If You’re Talkin’ Turkey You’re Talking Southwest Oregon

By Gary Lewis

Gary Lewis Books and DVDs

Decades ago, the National Wild Turkey Federation and state Fish and Wildlife officials set about to establish a population of wild turkeys in southwest Oregon. After a few false starts, a population of Rio Grande turkeys gained a foothold in Douglas County. From there, trap and transplant operations spread the birds far and wide.

Turkeys are now found in every county of the state, but Douglas, Jackson and Josephine Counties are still the hotspots.

The habitat is the reason why these Texas transplants, have thrived. Mixed oaks, madrones and bottom lands along creeks and rivers keep the turkeys happy. And a lot of edge habitat with small farms and ranches where the woods are close to pastureland. The area around Roseburg in Douglas County (Oregon's Melrose Unit) produces between 45 and 50 percent of the total Oregon turkey harvest each year.

Most hunting here is on private land. When the turkey populations began to take off, so did the opportunities for hunters. Many landowners are fed up with the growing flocks of turkeys. Spend a little time before the season, knocking on doors and you may find an invitation to hunt.

To find public land opportunities in Douglas County and nearby Coos County, consult Bureau of Land Management (BLM) maps and look for pockets of public land off the main roads, but adjacent to agricultural land and oak forests. Most of the larger timber companies allow hunter access. Some of it is limited to foot or bicycle traffic only, but that only makes the hunting better.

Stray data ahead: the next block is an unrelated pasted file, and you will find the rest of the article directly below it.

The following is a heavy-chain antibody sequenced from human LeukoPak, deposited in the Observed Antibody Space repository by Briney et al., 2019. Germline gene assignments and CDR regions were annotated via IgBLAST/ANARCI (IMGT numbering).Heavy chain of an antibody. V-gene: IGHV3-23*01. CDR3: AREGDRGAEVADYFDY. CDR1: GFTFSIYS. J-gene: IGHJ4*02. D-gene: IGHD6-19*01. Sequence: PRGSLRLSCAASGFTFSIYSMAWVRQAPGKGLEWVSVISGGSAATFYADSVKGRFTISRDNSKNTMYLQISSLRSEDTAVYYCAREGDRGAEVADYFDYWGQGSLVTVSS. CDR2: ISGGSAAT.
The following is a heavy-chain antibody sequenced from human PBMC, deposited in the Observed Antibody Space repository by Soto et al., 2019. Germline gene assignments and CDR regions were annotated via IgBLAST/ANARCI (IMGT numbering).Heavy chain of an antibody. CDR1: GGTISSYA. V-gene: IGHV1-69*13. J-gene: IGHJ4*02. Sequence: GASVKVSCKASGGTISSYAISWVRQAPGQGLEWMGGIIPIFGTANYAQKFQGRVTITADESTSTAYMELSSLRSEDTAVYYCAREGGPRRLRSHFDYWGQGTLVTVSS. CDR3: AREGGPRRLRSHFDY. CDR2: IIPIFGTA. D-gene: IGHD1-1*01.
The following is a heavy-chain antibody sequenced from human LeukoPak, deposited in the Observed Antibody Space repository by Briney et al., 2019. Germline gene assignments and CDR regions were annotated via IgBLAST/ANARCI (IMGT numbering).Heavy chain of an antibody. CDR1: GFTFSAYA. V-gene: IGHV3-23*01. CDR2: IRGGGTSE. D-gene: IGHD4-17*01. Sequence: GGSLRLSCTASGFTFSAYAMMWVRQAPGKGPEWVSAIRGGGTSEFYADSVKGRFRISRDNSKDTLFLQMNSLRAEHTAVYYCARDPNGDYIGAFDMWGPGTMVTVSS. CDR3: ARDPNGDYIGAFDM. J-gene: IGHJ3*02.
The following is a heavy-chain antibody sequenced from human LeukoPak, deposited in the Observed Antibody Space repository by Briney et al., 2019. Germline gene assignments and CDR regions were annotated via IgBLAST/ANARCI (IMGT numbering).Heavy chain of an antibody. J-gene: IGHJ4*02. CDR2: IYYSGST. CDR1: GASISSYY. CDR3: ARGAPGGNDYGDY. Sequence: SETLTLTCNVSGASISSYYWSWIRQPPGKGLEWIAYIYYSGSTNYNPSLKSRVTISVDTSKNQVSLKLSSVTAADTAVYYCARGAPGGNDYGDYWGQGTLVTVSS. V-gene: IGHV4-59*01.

Look at the Tiller area, east of Canyonville. Once a pressure point for turkeys and hunters, many hunters went away and now turkey numbers in this area have bounced back.

There are turkeys in the Elliott State Forest and up Little Mill Creek. Take Highway 38 west past Scottsburg, then head south along Mill Creek.

Pay the most attention to the river bottoms adjacent to oak uplands. The turkeys feed on the acorns, but spend time in meadows, feeding on grubs, worms and insects.

To the south, Jackson and Josephine counties are Oregon's other top turkey producers and the place to focus on if you want to go unguided.

Highways 66 and 140 will take you to a mixture of public and private land to the east. You'll need a map. Explore BLM land on backroads to the southwest of the towns of Talent and Phoenix. Highway 62, from Shady Cove to Prospect takes you through good turkey habitat. The area around Lost Creek Reservoir provides good hunting on public land.

For a do-it-yourself hunt here, a hunter would do well to base camp at Emigrant Lake east of Ashland or near Hyatt Lake or Howard Prairie Lake.

Turkey season begins April 15 and runs through May 31. The daily bag limit is one bearded turkey. Hunters are allowed two gobblers for the season, except that a third turkey may be taken in some west-side counties. A separate turkey tag is required for each bird. See the Oregon Game Bird Regulations for details.


Roe Outfitters. 877-943-5700. www.roeoutfitters.com

Big K Guest Ranch. 800-390-BIGK. www.Big-k.com

Jody Smith Guide Service. 541-643-6258. www.jodysmithguideservice.com

Wapiti Archery Outfitters. 541-472-9677. www.wapitiarchery.com

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